What is more, such parents thwart spontaneity and expressions of joy as they find them unruly. The child is not allowed to be a child; to scream with excitement, to explore, to be curious, to discover.

Traumatized parents traumatize their children

If your parents were like that, it does not necessarily mean that they were bad people. Nor does it mean that they criticized you to break you. If they behaved that way towards you, it is because they treated themselves and their inner child the same way. This is how their own parents brought them up. They too were traumatized in their childhood. If we do not work on our trauma, we perpetuated it and turn it into a transgenerational trauma…

As a result, you grew up thinking “I must be perfect in order to be accepted or loved.”

The trauma

Consequently, the need for obsessive perfection becomes visceral. It is an automated response to every situation. Whenever faced with a task or a decision, the nervous system takes over. It highjacks the brain and has you relive your childhood fear whatever the circumstances.

This chronic fear can manifest in different ways. Every time you make a mistake, you instantly feel unworthy or unlovable. You are constantly under stress. Anxiety becomes an integral part of your everyday life. So much so that you don’t know what life is like without it.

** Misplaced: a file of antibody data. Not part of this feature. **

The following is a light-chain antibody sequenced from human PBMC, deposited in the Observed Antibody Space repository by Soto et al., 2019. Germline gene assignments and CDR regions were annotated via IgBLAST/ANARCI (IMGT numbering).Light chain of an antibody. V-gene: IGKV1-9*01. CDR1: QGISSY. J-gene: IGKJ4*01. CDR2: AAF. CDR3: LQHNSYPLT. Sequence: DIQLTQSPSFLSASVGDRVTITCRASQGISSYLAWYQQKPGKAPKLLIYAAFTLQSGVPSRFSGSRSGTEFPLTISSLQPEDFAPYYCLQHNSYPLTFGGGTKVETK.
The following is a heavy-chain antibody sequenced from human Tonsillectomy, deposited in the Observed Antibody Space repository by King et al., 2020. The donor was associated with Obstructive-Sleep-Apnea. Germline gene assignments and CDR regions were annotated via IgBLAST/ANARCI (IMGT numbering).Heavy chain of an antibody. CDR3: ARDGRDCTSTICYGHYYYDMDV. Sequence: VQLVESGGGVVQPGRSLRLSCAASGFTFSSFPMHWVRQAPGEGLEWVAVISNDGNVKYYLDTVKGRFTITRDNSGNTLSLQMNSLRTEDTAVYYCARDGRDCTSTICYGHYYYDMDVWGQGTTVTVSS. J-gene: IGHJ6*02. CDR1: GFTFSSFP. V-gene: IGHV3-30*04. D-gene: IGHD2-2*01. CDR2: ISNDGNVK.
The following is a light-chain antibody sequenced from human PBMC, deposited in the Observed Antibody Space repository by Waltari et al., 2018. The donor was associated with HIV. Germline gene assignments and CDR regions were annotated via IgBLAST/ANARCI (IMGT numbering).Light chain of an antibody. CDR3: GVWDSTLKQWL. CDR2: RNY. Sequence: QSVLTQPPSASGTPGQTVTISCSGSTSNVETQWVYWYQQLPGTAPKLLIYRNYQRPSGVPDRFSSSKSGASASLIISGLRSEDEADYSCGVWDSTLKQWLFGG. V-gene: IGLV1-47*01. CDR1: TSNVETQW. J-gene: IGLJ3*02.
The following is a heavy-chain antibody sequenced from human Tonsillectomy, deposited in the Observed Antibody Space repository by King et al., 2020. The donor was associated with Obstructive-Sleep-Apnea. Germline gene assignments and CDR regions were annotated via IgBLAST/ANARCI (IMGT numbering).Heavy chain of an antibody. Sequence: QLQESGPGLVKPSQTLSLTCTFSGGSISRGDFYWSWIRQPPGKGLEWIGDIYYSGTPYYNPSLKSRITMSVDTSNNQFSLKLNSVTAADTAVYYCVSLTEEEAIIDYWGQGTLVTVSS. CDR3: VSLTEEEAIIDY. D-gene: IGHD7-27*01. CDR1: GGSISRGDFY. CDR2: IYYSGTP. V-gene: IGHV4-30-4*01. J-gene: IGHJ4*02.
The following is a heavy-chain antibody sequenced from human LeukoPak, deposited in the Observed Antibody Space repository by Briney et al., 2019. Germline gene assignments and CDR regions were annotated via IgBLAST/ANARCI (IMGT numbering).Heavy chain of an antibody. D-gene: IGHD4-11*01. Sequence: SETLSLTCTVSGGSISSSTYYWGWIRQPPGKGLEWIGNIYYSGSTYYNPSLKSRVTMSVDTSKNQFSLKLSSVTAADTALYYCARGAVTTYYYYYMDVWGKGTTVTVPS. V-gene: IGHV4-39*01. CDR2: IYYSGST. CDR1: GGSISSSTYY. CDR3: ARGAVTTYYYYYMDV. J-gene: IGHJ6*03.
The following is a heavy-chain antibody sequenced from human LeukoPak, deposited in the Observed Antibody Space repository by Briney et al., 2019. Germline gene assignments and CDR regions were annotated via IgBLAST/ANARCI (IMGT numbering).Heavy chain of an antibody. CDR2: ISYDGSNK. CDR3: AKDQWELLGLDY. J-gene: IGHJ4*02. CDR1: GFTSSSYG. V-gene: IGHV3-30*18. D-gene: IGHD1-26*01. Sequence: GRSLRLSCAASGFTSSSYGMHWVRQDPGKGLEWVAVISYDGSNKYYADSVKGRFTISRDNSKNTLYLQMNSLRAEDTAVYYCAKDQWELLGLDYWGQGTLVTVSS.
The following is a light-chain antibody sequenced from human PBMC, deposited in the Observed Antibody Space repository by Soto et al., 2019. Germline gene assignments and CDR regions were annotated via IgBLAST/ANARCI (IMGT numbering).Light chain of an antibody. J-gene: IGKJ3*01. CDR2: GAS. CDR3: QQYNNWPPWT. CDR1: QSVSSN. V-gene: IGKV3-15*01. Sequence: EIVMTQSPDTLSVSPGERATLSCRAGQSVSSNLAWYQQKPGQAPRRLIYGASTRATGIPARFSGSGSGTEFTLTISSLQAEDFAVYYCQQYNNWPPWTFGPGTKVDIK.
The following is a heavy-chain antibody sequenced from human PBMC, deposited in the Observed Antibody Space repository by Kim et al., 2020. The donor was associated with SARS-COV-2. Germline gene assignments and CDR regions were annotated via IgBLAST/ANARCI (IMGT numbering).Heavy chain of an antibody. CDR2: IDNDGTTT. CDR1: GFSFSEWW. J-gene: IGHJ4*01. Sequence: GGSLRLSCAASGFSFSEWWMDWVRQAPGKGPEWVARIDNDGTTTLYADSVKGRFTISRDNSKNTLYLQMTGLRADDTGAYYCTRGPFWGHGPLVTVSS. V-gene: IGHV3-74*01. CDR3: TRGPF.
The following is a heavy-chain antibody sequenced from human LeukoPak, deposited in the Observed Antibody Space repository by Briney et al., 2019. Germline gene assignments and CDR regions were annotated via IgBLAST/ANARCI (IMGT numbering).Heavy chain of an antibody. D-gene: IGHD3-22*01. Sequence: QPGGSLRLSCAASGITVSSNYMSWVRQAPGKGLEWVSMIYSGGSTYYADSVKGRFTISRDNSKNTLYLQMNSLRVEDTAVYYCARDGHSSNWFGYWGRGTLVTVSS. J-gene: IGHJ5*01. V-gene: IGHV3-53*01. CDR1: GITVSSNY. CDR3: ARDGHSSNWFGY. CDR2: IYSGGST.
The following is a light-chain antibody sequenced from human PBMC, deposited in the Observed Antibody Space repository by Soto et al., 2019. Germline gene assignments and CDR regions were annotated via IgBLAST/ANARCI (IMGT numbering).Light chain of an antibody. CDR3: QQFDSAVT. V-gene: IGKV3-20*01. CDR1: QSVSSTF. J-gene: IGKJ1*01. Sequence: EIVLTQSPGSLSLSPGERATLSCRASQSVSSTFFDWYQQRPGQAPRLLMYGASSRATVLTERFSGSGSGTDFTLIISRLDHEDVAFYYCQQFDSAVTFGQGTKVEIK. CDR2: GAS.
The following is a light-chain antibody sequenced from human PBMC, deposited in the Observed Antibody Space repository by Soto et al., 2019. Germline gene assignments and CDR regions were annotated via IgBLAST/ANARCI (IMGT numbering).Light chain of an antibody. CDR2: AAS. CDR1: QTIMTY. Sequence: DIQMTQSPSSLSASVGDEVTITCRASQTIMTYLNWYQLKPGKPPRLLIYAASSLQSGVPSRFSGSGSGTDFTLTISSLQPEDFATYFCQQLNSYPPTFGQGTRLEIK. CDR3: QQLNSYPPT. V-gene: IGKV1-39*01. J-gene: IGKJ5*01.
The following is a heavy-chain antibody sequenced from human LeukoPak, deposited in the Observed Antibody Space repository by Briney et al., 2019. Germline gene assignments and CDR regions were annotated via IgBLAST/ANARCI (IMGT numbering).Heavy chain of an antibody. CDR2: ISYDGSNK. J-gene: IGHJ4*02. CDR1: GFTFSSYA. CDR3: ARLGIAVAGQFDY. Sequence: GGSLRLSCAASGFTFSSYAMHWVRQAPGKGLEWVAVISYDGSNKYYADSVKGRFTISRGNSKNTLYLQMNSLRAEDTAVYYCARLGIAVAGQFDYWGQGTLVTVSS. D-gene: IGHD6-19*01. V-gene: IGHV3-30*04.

Some unhealthy coping mechanisms

In order to avoid making mistakes, you try to create a controlled environment; meticulous archives of all sorts, to do lists and strategic planning. So, you might spend what, for others, would be a ridiculous amount of time on tiny, insignificant details. There is no time for fun. God forbid if something happens out of the blue. It could completely throw you off balance.

In addition, it is extremely difficult for you to make a decision. You agonize over as much as finding the perfect parking space. Options terrify you. Options mean that you have to choose. What if you choose the wrong one? Well, guess what! You can always choose again.